On May 11th, I presented the following paper in lab meeting:

Fast Kernel Learning for Multidimensional Pattern Extrapolation

Andrew Gordon Wilson, Elad Gilboa, Arye Nehorai and John P. Cunningham

This paper presents a method for scaling up structured spectral mixture (SM) kernels (from Wilson et al 2013) for Gaussian Process regression to multi-dimensional settings in which many (but not all) of the input points live on a grid (e.g., a 2D image in which some pixels are missing). The spectral mixture is a very expressive kernel that enhances representation learning, but the problem comes in applying it to large scale data.

To address this problem, the authors developed the spectral mixture product (SMP) kernel, which is just a multiplication of 1D kernels for each dimension. This allows the full kernel matrix for points defined on a -dimensional grid to be represented with a Kronecker product of kernel matrices along each dimension: . This allows the quadratic term and the log-determinant term in the GP log-likelihood to be evaluated very efficiently using singular value decompositions of these component matrices, namely:

where (eigenvectors), and (eigenvalues).

The key contribution of this paper is to show that if inputs are not on a grid — for example, some pixels from a training image are missing — one can insert “imaginary” points to complete the grid, and place infinite measurement noise on these observations so they have no effect on inference. Assuming there’s a dataset of M observations which are not necessarily on a grid, they form a complete grid using W imaginary observations, , . The total observation vector has entries: , where the noise covariance matrix . It’s simple to prove that the imaginary points have no effect on inference: the moments of the resulting predictive distribution are exactly the same as for the standard predictive distribution.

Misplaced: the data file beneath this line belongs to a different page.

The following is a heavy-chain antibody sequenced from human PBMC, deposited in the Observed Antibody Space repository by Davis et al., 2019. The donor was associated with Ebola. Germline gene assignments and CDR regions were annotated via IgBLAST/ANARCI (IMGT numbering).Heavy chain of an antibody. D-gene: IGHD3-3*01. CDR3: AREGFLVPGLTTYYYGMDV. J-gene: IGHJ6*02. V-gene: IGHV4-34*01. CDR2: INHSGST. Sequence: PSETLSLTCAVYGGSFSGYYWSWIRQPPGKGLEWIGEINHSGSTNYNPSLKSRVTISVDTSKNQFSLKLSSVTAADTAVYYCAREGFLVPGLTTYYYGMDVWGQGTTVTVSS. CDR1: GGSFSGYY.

However, the relevant matrices are no longer have Kronecker structure due to the fact that the observations do not form a complete grid. The authors get around this using the conjugate gradient method, an iterative method for solving linear equations, to compute the quadratic term of the GP log-likelihood. They compute the log-determinant term using an approximation.

In particular, the authors use preconditioned conjugate gradients to compute by solving for . For the log-determinant term, they use the approximation:

With these implementation tricks, they can scale up highly expressive non-parametric kernels with in some cases hundreds of hyperparameters, to datasets exceeding training instances, in minutes to 10s of minutes. They obtain many beautiful results, including: long range spatiotemporal forecasting, image inpainting, video extrapolation, and kernel discovery.

The take home message for me is that smart implementation tricks can allow GPs with expressive covariances to be applied to large scale problems with non-gridded input.